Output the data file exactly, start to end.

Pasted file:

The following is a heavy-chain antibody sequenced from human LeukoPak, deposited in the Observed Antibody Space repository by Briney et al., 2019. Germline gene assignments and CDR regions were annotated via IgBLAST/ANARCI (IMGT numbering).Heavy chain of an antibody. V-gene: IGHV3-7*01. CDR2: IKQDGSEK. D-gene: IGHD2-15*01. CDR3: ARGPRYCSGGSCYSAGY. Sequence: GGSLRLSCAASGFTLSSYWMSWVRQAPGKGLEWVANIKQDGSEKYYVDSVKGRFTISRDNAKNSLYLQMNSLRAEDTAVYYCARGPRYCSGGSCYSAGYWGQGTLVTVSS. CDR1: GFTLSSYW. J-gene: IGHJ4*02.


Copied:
The following is a heavy-chain antibody sequenced from human LeukoPak, deposited in the Observed Antibody Space repository by Briney et al., 2019. Germline gene assignments and CDR regions were annotated via IgBLAST/ANARCI (IMGT numbering).Heavy chain of an antibody. V-gene: IGHV3-7*01. CDR2: IKQDGSEK. D-gene: IGHD2-15*01. CDR3: ARGPRYCSGGSCYSAGY. Sequence: GGSLRLSCAASGFTLSSYWMSWVRQAPGKGLEWVANIKQDGSEKYYVDSVKGRFTISRDNAKNSLYLQMNSLRAEDTAVYYCARGPRYCSGGSCYSAGYWGQGTLVTVSS. CDR1: GFTLSSYW. J-gene: IGHJ4*02.